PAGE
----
As Air Force One approaches Las Vegas on Monday, President Barack Obama can peer down and survey some of the millions of solar panels dotting the Nevada desert.
When he arrives at the National Clean Energy Summit in the city, he’ll address a crowd including executives from electric-car maker Tesla Motors Inc., Republican lawmakers who support renewable energy development and leaders from the world’s largest supplier of rooftop solar panels.
Bipartisanship has been the exception as Obama has sought to advance climate initiatives across the country. Republicans - - and some Democrats -- in Washington and state capitals have bristled at the cost of subsidizing clean energy and have accused the Obama administration of waging a war on the coal industry.
Nevada stands as something of a green oasis for Obama’s clean-energy vision, with a rapidly growing solar industry, bipartisan political support for reduced carbon emissions and wide swaths of federally owned lands repurposed for massive renewable energy projects. Tesla is building a huge battery plant called the “gigafactory” near Reno, with help from tax incentives approved by Governor Brian Sandoval, one of the few Republicans to embrace Obama’s clean energy goals.
“Nevada has been a utopia for clean energy,” said Will Craven, director of public affairs for SolarCity Corp., a rooftop solar-system provider that received state tax incentives to expand in Nevada last year. “The sunshine here could be compared to Saudi Arabia’s or Venezuela’s oil reserves.”
Obama’s plan to cut U.S. carbon emissions and fight climate change depends largely on replacing foreign oil and domestic coal with renewable energy sources and natural gas. This month, he proposed to cut carbon emissions from power plants 32 percent by 2030. His administration proposed this week to cut emissions of methane, a potent greenhouse gas, from oil and gas production by more than 40 percent by 2025.
In a series of recent speeches and video statements, Obama has cast his climate agenda as critical to the future of the planet.
“We’re the first generation to feel the impact of climate change,” Obama said after announcing his Clean Power Plan on Aug. 3. “We’re the last generation that can do something about it.”
The Clean Energy Summit is sponsored by Senator Harry Reid, a Nevada Democrat; the Center for American Progress, a Democratic Party-aligned nonprofit in Washington, D.C.; the Clean Energy Project, a nonprofit advocacy group based in Las Vegas; MGM Resorts International and the University of Nevada, Las Vegas.
Most Republicans in Washington panned Obama’s Clean Power Plan, which prods states to move from carbon-emitting coal plants to renewables like wind and solar. Several Republican governors have sued the Environmental Protection Agency, saying the federal mandates represent an abuse of executive power.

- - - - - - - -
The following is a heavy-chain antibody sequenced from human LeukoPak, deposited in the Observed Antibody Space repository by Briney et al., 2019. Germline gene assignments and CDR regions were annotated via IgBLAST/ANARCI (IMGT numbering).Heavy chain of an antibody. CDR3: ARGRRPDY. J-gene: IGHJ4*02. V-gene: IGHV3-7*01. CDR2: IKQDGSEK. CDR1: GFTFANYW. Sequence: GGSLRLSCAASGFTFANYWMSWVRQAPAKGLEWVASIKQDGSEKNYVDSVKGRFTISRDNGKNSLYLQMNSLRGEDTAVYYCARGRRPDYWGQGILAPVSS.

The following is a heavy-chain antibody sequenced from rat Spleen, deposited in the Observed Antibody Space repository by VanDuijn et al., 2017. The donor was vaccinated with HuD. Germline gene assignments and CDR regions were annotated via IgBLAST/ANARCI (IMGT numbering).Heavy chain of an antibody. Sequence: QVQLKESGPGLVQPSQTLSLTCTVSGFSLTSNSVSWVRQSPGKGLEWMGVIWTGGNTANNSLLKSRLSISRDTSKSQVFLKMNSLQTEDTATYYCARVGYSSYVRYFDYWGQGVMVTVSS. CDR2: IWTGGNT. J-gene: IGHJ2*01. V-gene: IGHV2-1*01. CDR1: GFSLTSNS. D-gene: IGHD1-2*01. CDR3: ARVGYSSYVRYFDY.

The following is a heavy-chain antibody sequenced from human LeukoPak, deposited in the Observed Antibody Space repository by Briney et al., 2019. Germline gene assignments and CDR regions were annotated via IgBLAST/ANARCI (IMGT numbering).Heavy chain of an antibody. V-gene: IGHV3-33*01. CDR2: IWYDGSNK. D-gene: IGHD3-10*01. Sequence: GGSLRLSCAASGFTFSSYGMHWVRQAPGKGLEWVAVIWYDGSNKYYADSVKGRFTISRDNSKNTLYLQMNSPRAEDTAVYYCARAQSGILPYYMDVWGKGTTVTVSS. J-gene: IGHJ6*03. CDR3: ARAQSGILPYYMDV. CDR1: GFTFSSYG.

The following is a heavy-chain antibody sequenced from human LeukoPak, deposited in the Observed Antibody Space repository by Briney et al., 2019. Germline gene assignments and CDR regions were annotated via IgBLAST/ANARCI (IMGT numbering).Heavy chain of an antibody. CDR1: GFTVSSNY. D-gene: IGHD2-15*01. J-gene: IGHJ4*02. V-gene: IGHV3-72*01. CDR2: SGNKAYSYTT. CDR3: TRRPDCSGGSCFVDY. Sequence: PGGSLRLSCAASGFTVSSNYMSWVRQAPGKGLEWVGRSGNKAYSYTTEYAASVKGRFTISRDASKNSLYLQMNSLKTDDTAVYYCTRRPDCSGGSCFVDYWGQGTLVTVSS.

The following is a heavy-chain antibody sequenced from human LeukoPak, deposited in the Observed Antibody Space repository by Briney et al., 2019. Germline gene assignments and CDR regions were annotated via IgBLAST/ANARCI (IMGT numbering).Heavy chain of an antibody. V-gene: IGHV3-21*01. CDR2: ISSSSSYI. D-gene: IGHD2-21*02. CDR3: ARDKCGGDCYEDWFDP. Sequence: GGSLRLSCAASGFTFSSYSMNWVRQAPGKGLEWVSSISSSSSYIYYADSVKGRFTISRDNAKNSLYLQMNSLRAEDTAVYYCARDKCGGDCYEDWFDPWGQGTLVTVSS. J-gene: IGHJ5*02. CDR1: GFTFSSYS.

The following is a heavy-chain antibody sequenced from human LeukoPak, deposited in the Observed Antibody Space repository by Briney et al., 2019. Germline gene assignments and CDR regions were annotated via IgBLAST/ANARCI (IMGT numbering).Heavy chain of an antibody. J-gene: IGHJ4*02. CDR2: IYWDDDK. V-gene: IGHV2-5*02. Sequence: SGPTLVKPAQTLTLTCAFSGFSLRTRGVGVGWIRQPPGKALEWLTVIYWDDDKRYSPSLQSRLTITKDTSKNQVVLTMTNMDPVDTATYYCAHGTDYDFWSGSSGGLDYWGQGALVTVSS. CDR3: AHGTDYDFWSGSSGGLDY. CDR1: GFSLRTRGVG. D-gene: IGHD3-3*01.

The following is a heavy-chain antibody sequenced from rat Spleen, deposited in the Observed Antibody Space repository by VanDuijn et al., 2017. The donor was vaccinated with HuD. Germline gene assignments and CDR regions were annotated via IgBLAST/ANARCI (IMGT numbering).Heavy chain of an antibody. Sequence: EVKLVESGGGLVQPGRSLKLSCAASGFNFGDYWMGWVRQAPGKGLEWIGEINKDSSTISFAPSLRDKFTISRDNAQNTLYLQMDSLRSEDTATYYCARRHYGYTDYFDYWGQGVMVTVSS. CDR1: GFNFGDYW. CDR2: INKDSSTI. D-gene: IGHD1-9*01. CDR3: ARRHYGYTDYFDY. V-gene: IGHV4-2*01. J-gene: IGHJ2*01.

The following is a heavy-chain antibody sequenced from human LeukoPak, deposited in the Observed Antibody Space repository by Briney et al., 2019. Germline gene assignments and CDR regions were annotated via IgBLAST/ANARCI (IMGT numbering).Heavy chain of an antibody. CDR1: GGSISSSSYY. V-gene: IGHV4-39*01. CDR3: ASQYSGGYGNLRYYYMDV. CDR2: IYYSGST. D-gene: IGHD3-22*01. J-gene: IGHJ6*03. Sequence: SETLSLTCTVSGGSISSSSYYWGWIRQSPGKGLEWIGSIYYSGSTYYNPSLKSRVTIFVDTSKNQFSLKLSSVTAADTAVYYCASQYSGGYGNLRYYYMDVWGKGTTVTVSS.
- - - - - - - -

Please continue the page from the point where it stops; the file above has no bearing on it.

“The administration is now trying to impose these deeply regressive regulations, regulations that may be illegal,” Senate Majority Leader Mitch McConnell, a Kentucky Republican, said Aug. 3 on the Senate floor. “I’m going to keep doing everything I can to fight them.”
Critics of Obama’s push for renewables highlight his administration’s failures, such as Solyndra LLC, a solar-panel manufacturer that filed for bankruptcy protection in 2011 after receiving more than $500 million from taxpayers.
Nevada stands out as a Republican-led state at the forefront of the shift from coal. The state legislature in 2013 voted to shut down a coal plant and replace its production with renewable energy sources.
Obama’s Interior Department has approved more than 50 solar, wind and geothermal projects on public land since 2009, with Nevada leading all other states, according to the Bureau of Land Management.
“It’s sun-drenched,” said David Hayes, a former deputy secretary of the department who left in 2013 and now teaches at Stanford Law School. “Something like 90 percent of the state of Nevada is public lands. It’s got all the ingredients.”
Solar jobs in Nevada grew 146 percent in 2014, providing the state the most such work per capita and the fastest growth in the country, according to The Solar Foundation, a Washington, D.C.-based nonprofit. Nevada trails only California in producing geothermal energy, and has the largest untapped geothermal resources, according to the U.S. Energy Information Administration.
The Bureau of Land Management approved three solar projects in June as part of a new “energy zone” near Las Vegas. NV Energy, owned by Warren Buffett’s Berkshire Hathaway Inc., plans to build a 660-acre solar plant on the site.
On the other side of the state, Tesla is constructing its $5 billion gigafactory, which will make more lithium-ion batteries than any plant in the world. Nevada lawmakers unanimously approved $1.3 billion in tax incentives to lure the carmaker into the state.
Federal funding for renewable energy meanwhile is under attack in Washington. Republican leaders in Congress have sought to cut funding for the EPA and subsidies for renewable energy projects. They promise to block implementation of Obama’s Clean Power Plan.
Obama has threatened vetoes, and a prolonged budget standoff could force a shutdown of the U.S. government.
After returning from Las Vegas, the president will travel to New Orleans on Aug. 27 to mark the 10th anniversary of Hurricane Katrina. Obama has regularly cast extreme weather events as a consequence of climate change.
On Aug. 31, Obama will travel to Alaska, becoming the first president to tour the U.S. Arctic. He has blamed global warming for melting permafrost and retreating glaciers in the state.